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How Misinformation Produces Flawed Climate and Carbon Policies

December 05, 2019
Author: Nick Smith

This post appears courtesy of guest blogger Nick Smith, who is Executive Director of Healthy Forests, Healthy Communities, a non-profit, non-partisan organization that is supported by individuals and businesses who are passionate about improving the health of our forests and the future of our rural, forested communities.

Those of us in the forest sector already know wood is the most sustainable building material available. We all understand the importance of marketing wood products to environmentally-conscious consumers. But this doesn’t mean we’re immune to the turbulent politics of carbon policy. You can’t afford not to participate in the climate debate. Fortunately, we have a positive story to tell.

Recent polls find Americans are increasingly concerned about climate change even if they’re divided on the causes and solutions to this issue.  Politicians, especially on the West Coast and other parts of the country, are eager to address those concerns often by increasing regulations on industry. If you live and operate in California, or have witnessed the debate over “cap and trade” legislation in Oregon, you know what I mean.

As with many political issues, climate policies have been weaponized by our opponents. They exploit public concerns about deforestation, even though the volume of trees grown in the United States has increased by 50 percent over the past half century. They disseminate flawed and agenda-driven studies accusing the wood products industry of being significant carbon polluters. Even though the forest sector manufactures products with renewable materials, using far less fossil fuel energy than steel and concrete.TSA-hero

It is easy for us to dismiss the lies and falsehoods spread by our opponents.  The problem, however, is that politicians often use their misinformation to develop punitive policies that hurt our domestic industry. Cap and trade proposals, for example, often promote “carbon offsets” by paying private forest land owners not to harvest trees. This would starve our manufacturers of raw material, even though young, growing trees pull carbon from the atmosphere at a higher rate than older trees. Without markets for trees, forest owners have less incentive to pay for forest health treatments.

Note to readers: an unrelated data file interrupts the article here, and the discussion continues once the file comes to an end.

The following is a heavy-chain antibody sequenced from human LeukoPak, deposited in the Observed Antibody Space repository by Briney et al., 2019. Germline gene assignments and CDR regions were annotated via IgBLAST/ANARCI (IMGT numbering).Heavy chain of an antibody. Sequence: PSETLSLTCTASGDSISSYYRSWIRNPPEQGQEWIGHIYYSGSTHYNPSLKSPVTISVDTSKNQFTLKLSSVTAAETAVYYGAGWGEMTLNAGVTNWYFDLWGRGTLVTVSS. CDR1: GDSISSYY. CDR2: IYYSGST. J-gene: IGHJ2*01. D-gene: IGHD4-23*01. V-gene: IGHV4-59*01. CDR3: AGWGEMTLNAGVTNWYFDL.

These proposals place arbitrary limits on carbon emissions to squeeze manufacturers, while raising the costs of energy that are ultimately borne by consumers. It is common sense that if American timber production and wood manufacturing was sharply curtailed, American consumers would simply use more imported wood. However, in many cases it will come from third-world counties that don’t manage forests as sustainably as we do. Or Americans would simply substitute wood with fossil fuel-intensive products.

The wood products industry is constantly threatened by such short-sided and misguided policies. But we are not helpless. We have a good story to tell about sustainability, and armed with the facts, we must participate in the process and explain how carbon solutions can be found when consumers use more domestic wood products, not less.

We win the debate when we share useful information from credible sources. The International Panel on Climate Change has found that sustainable forest management and wood products are essential to solving the carbon problem. According to the 2010 United Nations Global Forest Resources Assessment, “increasing the global forest land base and increasing the capacity of each forest, while using them as a sustainable supply of wood for building materials and fuel to offset the need for other energy‐intensive materials and fossil fuels, represents an important carbon mitigation option over the long term.”

Climate change is increasingly a factor in public lands management as our opponents seek to eliminate timber harvests under the guise of carbon sequestration. The decline in timber harvests and thinning on federal lands, combined with a century of wildfire suppression, have left many national forests unnaturally overgrown. If a burned forest is not rehabilitated, as is often the case on federal lands, trees may not naturally regenerate and dead logs left by the fires emit carbon long after the fires have been extinguished. Instead of serving as a carbon sink, many national forests are becoming a carbon source and a net polluter. We must tell that story.

Researchers estimate that harvested and regenerated forests will provide approximately 30 percent more total carbon sequestration benefits than unmanaged forests. That’s because more than half of those benefits come from replacing fossil fuels with carbon-storing wood products.  Through active forest management, harvesting a ton of wood provides more sequestration benefits than leaving that ton growing in the forest.

The American wood products industry has a lot to lose if policymakers enact the wrong solutions to climate change. But the industry also has a lot to gain if each of us gets involved in the policy-making process. Wood is the most sustainable building material available. We must tell this story every day.



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